Individuals now generate copious amounts of personal data everyday – both online and offline. Devices and infrastructure extract data, which can be shared instantly across borders with diverse entities - without consent. It is imperative that countries come together to create regulations to protect individuals who are unable to control how their data is shared and processed. A model already exists in the Paris Climate Agreement.
Big Tech wields considerable influence over commerce, speech, media, and politics. Mergers and acquisitions have been key to their burgeoning growth. Now it is clear that their power is buttressed by anti-competitive and predatory practices. Governments across the world are moving to redress this through regulation, but the task is complex.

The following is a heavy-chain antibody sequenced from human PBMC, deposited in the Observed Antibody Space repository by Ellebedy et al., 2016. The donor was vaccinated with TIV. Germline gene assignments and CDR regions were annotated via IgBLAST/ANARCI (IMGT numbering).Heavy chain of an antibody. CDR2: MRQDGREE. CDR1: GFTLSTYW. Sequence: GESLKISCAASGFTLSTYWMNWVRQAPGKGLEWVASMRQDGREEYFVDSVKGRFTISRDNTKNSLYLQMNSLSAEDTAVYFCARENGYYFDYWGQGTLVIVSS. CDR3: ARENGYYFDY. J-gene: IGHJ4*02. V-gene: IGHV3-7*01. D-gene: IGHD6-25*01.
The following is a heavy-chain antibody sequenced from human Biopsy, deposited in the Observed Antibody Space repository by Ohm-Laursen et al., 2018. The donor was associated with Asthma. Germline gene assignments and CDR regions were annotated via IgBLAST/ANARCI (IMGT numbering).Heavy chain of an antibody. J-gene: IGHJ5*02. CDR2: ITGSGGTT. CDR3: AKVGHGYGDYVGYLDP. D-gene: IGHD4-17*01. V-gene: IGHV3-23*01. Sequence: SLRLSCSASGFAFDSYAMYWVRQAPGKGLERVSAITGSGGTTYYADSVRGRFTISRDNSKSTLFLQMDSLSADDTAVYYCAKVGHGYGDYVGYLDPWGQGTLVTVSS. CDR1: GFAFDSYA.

In India, MeitY proposed amendments to the extant Intermediary Guidelines of 2011 in 2018 to include mandatory use of technology in content moderation and data disclosures to the government. These are still under review as the government seeks to align it with the pending Personal Data Protection Bill.
There has been an increasing need for the regulation of content on social media platforms like Twitter, WhatsApp and Facebook. Ambika Khanna, Senior Researcher for International Law Studies Programme explains the legal concerns associated with intermediaries